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« Launching the Reading arm of Social Media Cafe next week | Main | Social Media Cafe comes to Thames Valley »

March 08, 2009

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Take a look at @jobsworth and his recent post on the value of trusted recommendations.
http://is.gd/mqQO
I myself am looking for a way of ranking Twitter searches.
Your achievement today was asking a definite question and receiving (near) real-time responses - which were both personalised and relevant.
What I'd like to see is a reliable way to rank most relevant/interesting Tweets for a particular keyword combo.
Flickr has a good "Interesting" algorithm as, I would guess, does Digg and similar but what about Twitter rankings for Tweets gone by?
I replaced my homepage with search.twitter.com last week and am loving it. I'd like to replace Safari/Firefox search bar with Twitter next.
Good luck.

Cheers Conor. And I massively respect JP Rangaswami's writings, so will read that one as I prep :)

Hi Drew,

Neat experiment. I'm guessing that the results will depend on the goodwill of the network, and the authority of the respondents.

Goodwill exists in spades on Twitter, particularly amongst the social media/PR crowd, so I don't think that will be an issue.

But how do you assign authority to recommendations from a network? How did you rank the responses you received for lunch? Where did you end up going, and on what basis did you make the decision?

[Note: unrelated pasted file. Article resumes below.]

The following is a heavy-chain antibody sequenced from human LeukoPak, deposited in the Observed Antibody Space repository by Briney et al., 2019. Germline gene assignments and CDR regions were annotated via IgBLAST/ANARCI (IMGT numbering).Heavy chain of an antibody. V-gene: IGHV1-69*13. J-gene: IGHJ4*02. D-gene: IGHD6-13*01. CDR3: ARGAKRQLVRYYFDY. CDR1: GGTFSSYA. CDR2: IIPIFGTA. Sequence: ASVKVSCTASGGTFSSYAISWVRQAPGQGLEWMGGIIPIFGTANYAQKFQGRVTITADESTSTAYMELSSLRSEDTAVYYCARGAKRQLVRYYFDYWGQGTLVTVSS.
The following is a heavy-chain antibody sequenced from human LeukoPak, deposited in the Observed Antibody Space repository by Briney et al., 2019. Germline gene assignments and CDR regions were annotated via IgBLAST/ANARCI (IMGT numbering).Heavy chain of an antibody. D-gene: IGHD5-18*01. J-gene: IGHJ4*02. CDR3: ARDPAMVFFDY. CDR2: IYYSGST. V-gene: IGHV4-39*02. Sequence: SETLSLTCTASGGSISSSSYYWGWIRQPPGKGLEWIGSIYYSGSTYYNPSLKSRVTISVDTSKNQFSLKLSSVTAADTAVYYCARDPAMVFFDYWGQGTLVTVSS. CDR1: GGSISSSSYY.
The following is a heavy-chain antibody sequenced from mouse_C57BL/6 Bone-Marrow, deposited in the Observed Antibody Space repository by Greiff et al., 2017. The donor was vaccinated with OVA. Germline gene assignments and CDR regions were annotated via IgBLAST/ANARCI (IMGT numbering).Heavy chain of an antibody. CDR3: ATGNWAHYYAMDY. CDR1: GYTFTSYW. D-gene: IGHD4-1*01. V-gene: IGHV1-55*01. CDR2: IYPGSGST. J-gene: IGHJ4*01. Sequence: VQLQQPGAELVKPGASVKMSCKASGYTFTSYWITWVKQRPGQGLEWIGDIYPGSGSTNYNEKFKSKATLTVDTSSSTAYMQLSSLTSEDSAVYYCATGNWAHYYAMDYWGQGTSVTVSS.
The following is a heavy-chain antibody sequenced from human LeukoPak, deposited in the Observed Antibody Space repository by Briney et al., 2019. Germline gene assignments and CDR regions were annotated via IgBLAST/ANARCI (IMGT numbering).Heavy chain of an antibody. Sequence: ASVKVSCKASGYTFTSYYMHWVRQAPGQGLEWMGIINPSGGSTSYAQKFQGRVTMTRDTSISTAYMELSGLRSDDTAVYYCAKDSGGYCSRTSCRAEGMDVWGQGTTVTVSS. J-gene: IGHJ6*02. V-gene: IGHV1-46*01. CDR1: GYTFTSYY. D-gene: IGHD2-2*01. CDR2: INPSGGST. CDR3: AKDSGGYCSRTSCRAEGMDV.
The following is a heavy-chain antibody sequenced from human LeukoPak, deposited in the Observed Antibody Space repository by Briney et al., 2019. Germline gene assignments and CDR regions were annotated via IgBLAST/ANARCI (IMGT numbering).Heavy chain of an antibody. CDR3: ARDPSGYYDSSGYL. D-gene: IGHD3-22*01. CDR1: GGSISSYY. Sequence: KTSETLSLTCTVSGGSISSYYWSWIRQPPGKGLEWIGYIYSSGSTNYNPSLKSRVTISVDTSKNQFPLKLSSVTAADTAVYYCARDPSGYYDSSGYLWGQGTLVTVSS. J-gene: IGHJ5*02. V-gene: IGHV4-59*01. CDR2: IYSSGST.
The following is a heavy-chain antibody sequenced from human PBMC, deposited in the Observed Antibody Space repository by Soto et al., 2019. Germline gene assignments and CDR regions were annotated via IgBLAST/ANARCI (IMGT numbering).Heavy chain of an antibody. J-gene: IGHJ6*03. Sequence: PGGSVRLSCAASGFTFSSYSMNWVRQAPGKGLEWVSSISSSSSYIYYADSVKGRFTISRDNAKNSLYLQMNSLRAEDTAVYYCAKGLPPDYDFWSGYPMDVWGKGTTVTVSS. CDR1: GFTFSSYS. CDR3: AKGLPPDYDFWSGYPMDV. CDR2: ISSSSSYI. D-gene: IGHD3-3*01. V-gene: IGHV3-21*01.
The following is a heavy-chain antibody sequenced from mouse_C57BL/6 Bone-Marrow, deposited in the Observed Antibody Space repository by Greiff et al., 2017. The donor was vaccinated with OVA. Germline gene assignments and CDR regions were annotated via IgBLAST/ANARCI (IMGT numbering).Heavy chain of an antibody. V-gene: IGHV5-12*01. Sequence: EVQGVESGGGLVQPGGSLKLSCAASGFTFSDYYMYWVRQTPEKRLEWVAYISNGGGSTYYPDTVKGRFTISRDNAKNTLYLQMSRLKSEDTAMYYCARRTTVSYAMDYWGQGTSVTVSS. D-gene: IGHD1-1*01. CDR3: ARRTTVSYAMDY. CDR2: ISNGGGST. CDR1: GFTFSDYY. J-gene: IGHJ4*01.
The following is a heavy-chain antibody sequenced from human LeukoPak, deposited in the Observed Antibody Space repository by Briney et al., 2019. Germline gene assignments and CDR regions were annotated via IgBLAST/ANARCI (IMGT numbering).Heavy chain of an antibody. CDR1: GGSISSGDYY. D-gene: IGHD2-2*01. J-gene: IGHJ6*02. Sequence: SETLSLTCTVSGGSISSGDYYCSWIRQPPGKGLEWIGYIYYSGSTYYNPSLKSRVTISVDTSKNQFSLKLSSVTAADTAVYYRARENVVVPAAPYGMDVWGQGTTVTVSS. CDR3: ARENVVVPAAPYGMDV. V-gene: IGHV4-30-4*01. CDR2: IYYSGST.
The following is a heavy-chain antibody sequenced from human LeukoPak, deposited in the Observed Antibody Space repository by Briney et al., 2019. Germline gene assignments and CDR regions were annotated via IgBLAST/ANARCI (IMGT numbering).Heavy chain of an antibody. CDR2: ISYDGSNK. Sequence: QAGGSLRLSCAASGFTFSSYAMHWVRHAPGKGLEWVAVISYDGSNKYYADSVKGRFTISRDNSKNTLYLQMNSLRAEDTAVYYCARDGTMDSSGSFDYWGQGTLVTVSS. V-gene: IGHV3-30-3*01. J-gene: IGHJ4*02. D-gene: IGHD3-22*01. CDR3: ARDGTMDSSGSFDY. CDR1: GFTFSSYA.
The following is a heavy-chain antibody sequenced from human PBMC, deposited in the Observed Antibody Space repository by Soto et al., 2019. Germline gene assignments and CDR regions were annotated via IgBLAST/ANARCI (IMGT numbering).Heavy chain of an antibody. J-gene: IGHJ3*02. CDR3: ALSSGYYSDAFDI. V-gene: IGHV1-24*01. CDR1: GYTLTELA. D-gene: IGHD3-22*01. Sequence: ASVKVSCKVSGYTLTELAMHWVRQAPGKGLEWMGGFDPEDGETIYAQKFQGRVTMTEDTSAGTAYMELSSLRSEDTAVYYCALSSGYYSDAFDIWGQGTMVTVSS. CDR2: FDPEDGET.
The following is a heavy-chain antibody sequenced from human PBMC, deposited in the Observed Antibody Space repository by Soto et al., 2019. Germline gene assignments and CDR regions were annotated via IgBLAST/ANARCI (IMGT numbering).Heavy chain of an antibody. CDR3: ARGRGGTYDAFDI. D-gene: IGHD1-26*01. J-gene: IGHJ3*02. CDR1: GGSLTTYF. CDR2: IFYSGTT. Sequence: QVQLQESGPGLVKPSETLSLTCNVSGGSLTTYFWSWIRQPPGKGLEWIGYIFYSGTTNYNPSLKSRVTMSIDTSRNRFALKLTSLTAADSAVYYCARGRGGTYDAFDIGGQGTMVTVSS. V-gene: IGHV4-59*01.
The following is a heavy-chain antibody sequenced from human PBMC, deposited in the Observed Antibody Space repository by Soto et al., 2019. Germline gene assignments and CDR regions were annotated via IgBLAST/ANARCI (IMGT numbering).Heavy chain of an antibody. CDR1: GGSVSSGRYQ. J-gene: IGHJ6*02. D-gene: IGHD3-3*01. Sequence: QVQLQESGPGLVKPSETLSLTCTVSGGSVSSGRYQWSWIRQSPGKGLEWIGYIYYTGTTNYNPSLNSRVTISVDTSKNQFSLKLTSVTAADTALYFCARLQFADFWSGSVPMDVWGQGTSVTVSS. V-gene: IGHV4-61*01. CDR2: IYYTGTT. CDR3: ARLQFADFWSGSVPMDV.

All the best,
Wadds

Steve - good question on authority. So far my experience has been that you get a small number of quality responses, so you can make a judgement call. When Google throws up thousands of responses, the system determines the ranking of the results to that relevance prevails. When it's a small number of responses, like a few or a hand full, you get to make the choice.

For lunch today I did precisely that - made a call myself rather than go for 'authority' etc. I knew some of the places suggested, some were closer than others and some I knew would be unsuitable. So I chose The Swan. :)

Hi Drew, great idea for an experiment - looking forward to seeing how it goes.

I think we're seeing a jostling for position among a number of different ways of searching. I think it was Jason Calacanis who put it like this:

Short head searches e.g. 'Barack Obama' will be provided by human search like Mahalo where the results are pre-prepared on popular topics.

The 'fat middle' of searches will be social e.g. asking your Twitter friends for an answer to a question.

Then the long tail of very specific niche searches will remain algorithmic.

So I think that your experiment will work best for this middle range of searches, but it'll be interesting to see where the boundaries will lie. If you were to continually use Twitter for long-tail searching you'd create too much noise and you'd be taking more than giving.

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